Meet the Member Chad VanCampen


story by Lindsay King

“You never try to win first, you have to just make your own run. It is the best thing you can do for your rodeo game. And when things don’t go quite right, have a short-term memory and move on to the next one,” said Chad VanCampen, McCook, Nebraska steer wrestler. Competing for 27 years on the rodeo road, Chad knows a thing or two about how to compete and how not to, both in the amateur and professional settings. “Growing up on a ranch, I was on a horse at a young age and my dad team roped at amateur and pro rodeos. My parents were probably the most supportive in making sure we had decent horses” Chad started roping and competing at a young age, moving up the ranks from there. “It is something I have always done.”
Chad attended Lamar Community College in his hometown of Lamar, Colorado, before transferring to Oklahoma Panhandle State University to continue rodeoing. “I won a couple of rodeos, but never qualified for the finals. I missed it by two spots one year.” Chad graduated with a degree in agribusiness and minors in agronomy and animal science. It was in 1998 that Chad got his permit, he missed filling it that first year by only $100. Which was quite a feat since he was only going on the weekends while holding down a job. “It was probably 2004 that I first had a really, really good horse and I was traveling with some phenomenal athletes. We made some amateur and circuit finals that year.” The next two years proved to be even better for the bull dogger.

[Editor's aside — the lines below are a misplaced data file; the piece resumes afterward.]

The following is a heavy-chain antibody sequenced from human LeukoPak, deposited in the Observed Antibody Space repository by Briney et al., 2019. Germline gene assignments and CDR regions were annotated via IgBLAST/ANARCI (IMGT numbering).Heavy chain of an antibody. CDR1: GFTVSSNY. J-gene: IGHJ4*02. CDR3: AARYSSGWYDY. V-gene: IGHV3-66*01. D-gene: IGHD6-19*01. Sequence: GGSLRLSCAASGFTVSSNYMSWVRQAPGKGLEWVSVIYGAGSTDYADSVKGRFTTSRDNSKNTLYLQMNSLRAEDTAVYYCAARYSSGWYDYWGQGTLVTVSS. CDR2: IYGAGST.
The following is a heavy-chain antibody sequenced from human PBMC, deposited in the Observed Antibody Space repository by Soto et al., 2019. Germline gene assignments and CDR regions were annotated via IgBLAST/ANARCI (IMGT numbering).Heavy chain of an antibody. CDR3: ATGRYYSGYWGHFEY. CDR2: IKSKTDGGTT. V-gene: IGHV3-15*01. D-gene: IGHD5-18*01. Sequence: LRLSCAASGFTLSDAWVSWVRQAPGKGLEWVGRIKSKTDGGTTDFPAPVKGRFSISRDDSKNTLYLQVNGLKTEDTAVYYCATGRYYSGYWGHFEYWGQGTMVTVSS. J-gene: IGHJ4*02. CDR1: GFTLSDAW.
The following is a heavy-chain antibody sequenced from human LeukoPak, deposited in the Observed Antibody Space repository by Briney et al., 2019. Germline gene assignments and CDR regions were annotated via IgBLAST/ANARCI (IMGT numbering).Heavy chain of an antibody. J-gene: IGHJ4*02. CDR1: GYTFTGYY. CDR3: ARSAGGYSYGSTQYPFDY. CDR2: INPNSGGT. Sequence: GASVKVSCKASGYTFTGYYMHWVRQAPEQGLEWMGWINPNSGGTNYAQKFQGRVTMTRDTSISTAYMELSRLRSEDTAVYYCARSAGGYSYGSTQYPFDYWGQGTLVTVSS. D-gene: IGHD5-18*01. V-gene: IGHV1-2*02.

In 2005, Chad made his first trip to the NFR, though he was on the hazing side of the box his horse was on the bull dogging side. “Garrett Nokes and Ryan Jarrett rode my horse out there that year. Having your horse make something like that is pretty neat. I have had a lot of success helping guys as a hazer also. It is a good deal to help other guys win.” Traveling with Garrett for the 2005 season was a major contributor to Chad’s success later on. “He taught me a lot about how to enter, travel and how to win.”
The humble cowboy also had his fair share of success. He started out 2006 by winning Odesa, Texas, and stayed strong all year to also take the win in Salinas. “Salinas and Cheyenne are probably my two favorites, they are a little different than the rest, with a longer start you have to run those steers down. It is a little more western. It can get a little wild. You really have to cowboy up and go catch them.” Chad took two more trips to the NFR, this time with the Jule Hazen.
When Chad is not chasing down wild steers on a long score, he is keeping his own mama cows and calves in check at home. Last summer he became a Cow Boss feed dealer, an ideal business venture for someone who loves agriculture and being his own boss. “I am a regional dealer for the liquid feed business, which is basically an alternative to protein tubs and mineral. I also have a processing crew going at a couple local feed yards.”
With so many irons in the fire, Chad’s time on the rodeo road is limited to the spring, summer and fall. “I don’t do a lot of rodeos in the winter because I am calving and delivering feed. That is a good time to heal up and get back in shape.” As the season comes to a close, Chad is making the finals in the M-SRA, NSRA and KPRA. This winter he hopes to get a couple more horses going to get ready for next season. “I am super competitive, so when it gets to the point that I am no longer on that level I will probably find something else to do. This has been a great year, I have two young guys living with me this year and they have been great. It is fun to teach them and watch them have success in steer wrestling. That is a big part of what makes it all fun and worth it in the end.”

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